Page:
It is now the second day in the octave of the Epiphany, and our decorations are still up. I wonder when most Christians take down the decorations, if there is a mainstream practice in that regard. I have heard of a number of arguments. On one extreme are those who leave up Christmas decorations until Candlemas. The other extreme, I suppose, is to put everything away on St. Stephen's Day. The latter extreme just doesn't make much sense when one considers that the 26th is only the second day of Christmas. And, frankly, the former seems a bit too much to me. Surely by the end of January the neighbors are wondering, with some justification, if you're a little crazy. If I had to guess, I would say that most church going Christians end all vestiges of Christmas celebration in the home by Twelfth Night, which this year was this past Saturday.
My own thinking on the matter is just a bit different from all of the above. Consider that the season we enter right after the twelve days of Christmas is Epiphanytide, the season which celebrates how the Christ was revealed to the wise men who had come from the east to worship Him. This wise men figure as a prominent part of St. Matthew's Infancy Narrative. They make for practically a sine qua non in home nativity scenes. My argument is to keep Christmas decorations up through the Epiphany season, which, I hasten to add, I do not interpret to mean the weeks after Epiphany. Rather, I am referring to the feast of the Epiphany (6 Jan.) and its octave, culminating on 13 Jan.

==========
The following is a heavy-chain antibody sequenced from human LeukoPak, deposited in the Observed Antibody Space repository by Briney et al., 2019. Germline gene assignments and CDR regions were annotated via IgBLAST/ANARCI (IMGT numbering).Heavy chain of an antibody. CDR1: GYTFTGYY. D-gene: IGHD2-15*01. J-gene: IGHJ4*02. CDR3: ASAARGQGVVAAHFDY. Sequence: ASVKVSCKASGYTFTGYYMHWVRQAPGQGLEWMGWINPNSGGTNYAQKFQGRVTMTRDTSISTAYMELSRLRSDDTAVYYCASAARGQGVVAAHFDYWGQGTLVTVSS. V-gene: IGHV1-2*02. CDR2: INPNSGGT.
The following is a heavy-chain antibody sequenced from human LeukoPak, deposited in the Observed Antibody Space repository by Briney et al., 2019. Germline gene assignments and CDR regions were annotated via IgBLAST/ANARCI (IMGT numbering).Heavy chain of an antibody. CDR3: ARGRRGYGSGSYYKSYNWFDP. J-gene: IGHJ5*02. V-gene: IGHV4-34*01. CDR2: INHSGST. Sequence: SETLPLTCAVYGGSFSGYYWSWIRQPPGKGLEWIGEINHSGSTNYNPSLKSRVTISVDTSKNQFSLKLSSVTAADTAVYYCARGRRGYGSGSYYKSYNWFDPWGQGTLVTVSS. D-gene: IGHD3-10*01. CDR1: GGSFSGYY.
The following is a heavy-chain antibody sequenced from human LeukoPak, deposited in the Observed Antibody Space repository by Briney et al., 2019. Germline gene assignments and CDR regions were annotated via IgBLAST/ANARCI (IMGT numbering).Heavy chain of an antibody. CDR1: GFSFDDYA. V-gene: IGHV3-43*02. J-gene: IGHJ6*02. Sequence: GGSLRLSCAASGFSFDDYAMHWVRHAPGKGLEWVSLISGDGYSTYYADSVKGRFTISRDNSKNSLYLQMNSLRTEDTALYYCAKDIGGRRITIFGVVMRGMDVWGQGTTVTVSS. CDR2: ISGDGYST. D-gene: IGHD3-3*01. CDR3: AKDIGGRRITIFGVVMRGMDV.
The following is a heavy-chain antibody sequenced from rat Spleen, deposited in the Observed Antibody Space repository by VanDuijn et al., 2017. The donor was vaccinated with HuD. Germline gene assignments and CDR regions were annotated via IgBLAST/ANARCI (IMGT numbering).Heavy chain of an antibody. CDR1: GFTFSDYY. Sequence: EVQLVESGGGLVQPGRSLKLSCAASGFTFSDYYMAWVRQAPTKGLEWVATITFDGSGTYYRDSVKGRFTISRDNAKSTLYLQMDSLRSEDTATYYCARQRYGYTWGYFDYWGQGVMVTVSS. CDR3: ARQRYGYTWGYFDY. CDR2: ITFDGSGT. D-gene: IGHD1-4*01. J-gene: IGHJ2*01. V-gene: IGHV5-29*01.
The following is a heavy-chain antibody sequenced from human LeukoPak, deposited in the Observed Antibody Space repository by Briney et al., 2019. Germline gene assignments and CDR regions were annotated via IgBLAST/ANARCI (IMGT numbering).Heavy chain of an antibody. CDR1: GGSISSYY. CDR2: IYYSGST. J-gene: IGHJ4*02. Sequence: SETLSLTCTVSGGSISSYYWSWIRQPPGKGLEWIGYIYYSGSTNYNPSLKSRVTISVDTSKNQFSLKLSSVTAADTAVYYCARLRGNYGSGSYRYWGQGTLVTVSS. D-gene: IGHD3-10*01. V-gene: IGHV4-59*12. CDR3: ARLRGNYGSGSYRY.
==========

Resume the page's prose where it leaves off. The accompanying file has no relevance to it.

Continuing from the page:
At the cost of being thought an Easternizer, I am also struck by the thought that just as we are all finished with any thought of Christmas, many (though not all) of the churches in the Eastern Orthodox world are getting ready to celebrate precisely this mystery of the birth of our Lord. Christmas is celebrated on 7 January by those churches that use the Julian calendar. So in a certain less than fully defined sense I am celebrating the birth of Christ with the Christians of that tradition by keeping the Christmas and Ephipany seasons together in certain little ways at home, such as not bothering to put away the decorations a few more days.
I leave the reader with one final unrelated thought (well, it's distantly related-maybe kissing cousins). The very next day after the Epiphany octave is complete, ie., 14 Jan., is, at least according to the sanctoral cycle, historically the feast of St. Hilary, the great 4th century bishop of Poitiers. That day, I would argue, begins the unofficial season of Carnival, a time of year which ends with Fat Tuesday. I imagine that would be a great time to be down in New Orleans. And considering that I am part of a church (the Missouri Synod) which was born of a colony of immigrants in the 19th century who entered America via New Orleans, travelling up the waters of the Mississippi, perhaps it would only be right and Lutheran to one day make a pilgrimage to that fine city for Mardi Gras. Maybe next year in New Orleans.